The power of ten

Interview | Texas Attorney General Greg Abbott on a different way to defend displays of the Ten Commandments

Issue: "Lebanon: Democracy now," Feb. 26, 2005

On Wednesday, March 2, Texas Attorney General Greg Abbott is scheduled to present before the U.S. Supreme Court his defense of a Ten Commandments monument on the state capitol grounds. But this is of more than Texas interest: Mr. Abbott hopes the court, which refused to hear the appeal of former Alabama Chief Justice Roy Moore, will use the monument as an example of how the Ten Commandments may be displayed.

Mr. Abbott graduated from the University of Texas in 1981 and studied law at Vanderbilt University. He took a break while studying for the bar exam in 1984 and went for a jog, but a 75-foot tree at least eight feet in diameter fell on him, damaging his spine and almost killing him. He says that while lying in the hospital he thought that he was still alive for a reason. Since then he has been in a wheelchair, partly paralyzed. He is a Catholic and strongly pro-life.

WORLD: How is your approach to displaying the Ten Commandments different from the approach of Roy Moore, Alabama's former Chief Justice? Why did you proceed that way?

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Abbott: My approach in defending the Ten Commandments display on the Texas Capitol grounds is driven by applicable U.S. Supreme Court precedent and the specific facts of our case, which differ significantly from the facts in Alabama.

In 1961, the Fraternal Order of Eagles donated the six-foot granite monument "to the Youth and People of Texas" as a way to combat juvenile delinquency and promote a personal code of conduct for youth. (The group gave similar monuments to other states during the 1950s and '60s.) The Ten Commandments monument is one of 17 monuments that adorn the grounds of the historic Texas Capitol, and they collectively celebrate various people, events, and ideals important to the culture and diversity of Texas.

The Ten Commandments are undeniably a sacred religious text, but-equally undeniably-they are also a foundational text for Western legal codes and culture. As such, they deserve a place on the Capitol grounds among the numerous other statues and memorials that acknowledge the various influences on Texas history. The Ten Commandments carry enormous cultural, historical, and legal significance. I agree with the 5th Circuit Court of Appeals, which ruled that the Ten Commandments, while a holy text to many, is "also a powerful teacher of ethics, of wise counsel urging a regimen of just governance among free people."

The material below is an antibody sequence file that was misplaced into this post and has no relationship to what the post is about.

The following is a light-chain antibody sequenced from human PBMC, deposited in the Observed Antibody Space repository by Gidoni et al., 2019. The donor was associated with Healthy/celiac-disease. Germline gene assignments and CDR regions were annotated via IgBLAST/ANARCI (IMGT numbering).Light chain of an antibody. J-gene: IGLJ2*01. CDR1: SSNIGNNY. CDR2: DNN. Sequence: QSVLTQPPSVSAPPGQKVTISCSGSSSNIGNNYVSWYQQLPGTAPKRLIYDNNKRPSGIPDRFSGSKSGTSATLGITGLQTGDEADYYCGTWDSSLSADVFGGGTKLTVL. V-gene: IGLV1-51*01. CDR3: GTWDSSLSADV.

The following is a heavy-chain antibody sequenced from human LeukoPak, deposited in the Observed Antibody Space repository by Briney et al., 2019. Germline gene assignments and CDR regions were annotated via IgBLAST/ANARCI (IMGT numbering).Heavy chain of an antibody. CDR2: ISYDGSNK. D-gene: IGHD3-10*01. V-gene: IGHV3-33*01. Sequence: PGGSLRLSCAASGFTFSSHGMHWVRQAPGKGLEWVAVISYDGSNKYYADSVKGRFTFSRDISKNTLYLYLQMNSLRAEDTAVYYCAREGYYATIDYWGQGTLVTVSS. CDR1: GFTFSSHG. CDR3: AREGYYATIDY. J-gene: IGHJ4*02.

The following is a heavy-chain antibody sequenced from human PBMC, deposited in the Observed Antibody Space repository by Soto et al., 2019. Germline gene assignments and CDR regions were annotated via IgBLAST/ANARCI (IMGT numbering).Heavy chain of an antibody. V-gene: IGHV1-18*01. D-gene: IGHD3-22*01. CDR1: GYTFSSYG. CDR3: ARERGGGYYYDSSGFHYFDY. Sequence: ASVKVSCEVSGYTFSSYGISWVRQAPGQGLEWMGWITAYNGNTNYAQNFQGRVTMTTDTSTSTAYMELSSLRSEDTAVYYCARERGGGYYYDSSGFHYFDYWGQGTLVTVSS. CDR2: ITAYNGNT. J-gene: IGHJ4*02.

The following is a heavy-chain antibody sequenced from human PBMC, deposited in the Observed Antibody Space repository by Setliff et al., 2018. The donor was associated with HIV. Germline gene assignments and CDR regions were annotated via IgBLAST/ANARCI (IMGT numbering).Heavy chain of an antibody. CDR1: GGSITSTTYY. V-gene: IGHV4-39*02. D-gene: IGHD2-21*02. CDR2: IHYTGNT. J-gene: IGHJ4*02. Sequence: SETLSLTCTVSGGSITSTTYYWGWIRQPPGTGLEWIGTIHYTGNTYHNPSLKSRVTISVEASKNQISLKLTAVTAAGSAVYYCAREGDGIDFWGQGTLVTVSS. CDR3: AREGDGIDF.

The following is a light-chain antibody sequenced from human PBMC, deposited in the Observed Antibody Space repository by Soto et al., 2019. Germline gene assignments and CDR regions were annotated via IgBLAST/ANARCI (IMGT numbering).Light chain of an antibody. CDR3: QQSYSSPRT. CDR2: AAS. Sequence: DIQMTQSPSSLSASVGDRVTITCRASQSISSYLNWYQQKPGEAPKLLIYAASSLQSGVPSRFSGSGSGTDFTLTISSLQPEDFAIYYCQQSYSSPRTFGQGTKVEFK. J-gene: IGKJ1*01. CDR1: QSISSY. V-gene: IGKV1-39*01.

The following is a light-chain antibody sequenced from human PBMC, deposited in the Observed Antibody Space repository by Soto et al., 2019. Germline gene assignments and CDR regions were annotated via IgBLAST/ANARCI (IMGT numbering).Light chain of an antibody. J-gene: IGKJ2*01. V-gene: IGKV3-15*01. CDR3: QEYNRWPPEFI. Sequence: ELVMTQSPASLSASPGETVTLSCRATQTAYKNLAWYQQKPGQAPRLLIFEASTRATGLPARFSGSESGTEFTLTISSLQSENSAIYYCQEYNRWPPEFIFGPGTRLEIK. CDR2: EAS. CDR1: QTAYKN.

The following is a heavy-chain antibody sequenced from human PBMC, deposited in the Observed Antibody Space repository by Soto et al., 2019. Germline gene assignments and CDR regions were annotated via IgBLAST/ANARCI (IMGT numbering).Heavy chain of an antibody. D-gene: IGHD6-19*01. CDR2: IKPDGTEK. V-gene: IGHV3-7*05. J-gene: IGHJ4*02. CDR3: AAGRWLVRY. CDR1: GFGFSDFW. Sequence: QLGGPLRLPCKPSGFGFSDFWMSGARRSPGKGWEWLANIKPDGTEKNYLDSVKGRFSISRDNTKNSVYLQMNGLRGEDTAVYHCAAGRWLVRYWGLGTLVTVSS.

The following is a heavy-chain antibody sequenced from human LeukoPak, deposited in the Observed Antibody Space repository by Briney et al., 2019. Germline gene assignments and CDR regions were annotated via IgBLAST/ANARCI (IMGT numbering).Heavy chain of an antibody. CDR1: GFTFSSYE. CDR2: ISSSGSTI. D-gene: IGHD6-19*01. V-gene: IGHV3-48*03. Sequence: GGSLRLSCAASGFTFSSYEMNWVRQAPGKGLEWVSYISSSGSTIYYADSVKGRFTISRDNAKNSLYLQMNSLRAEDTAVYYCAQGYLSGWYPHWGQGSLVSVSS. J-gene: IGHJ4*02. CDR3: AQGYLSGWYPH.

More fundamentally, the First Amendment was never intended to remove all religious expression from the public square. As the 5th Circuit put it, "Such hostility toward religion is not only not required; it is proscribed." But plaintiffs seeking to purge all such expression from public view are sadly never in short supply and often bully government officials into yielding under the threat of expensive litigation.

I fully believe, and will argue before the U.S. Supreme Court, that the Texas Ten Commandments monument is constitutional and that government may recognize religion's undeniable role as a foundational aspect of our nation's law and culture.

And as I present my argument, I will be mindful that looking down on me and the justices in that historic chamber will be a carving of Moses holding the very tablets that are at the center of this debate.

WORLD: What lessons do you derive from evangelical political engagement over the past two decades? What have been the best results of that engagement?

Abbott: Those who want to impact the direction of legislation and other public policies must stay engaged in the process long after the polls close. Protecting the sanctity of human life is a top priority for many evangelicals. Their sustained involvement over the years has helped elevate society to the point where we value life more. Through crisis pregnancy centers, caring people show pregnant mothers that we care about them and their unborn babies. We also have pro-life legislation that would not have passed, were it not for the involvement of concerned evangelicals, Catholics, and other people of faith.

The impact of "values voters" in the recent election shows just how significant that participation can be. Many commentators still puzzle at the 2004 presidential election and the rise of Red State values voters. But this much is clear: Evangelicals are weary of the ceaseless disdain heaped upon them by liberal elites and the dominant media culture that denigrates religious values. President Bush, for example, has been on the receiving end of some vicious rhetoric-"fanatic," "messianic militarist," etc.-that likens him to history's worst barbarians. And the tiresome Bush-bashing has bled at times into a general anti-religious bigotry, vilifying his supporters for living their faith out loud (even filibustering some of his judicial nominees for their "deeply held religious beliefs"). This rhetoric of contempt and religious profiling is startling, and voters demonstrated on Election Day that they're fed up with it.


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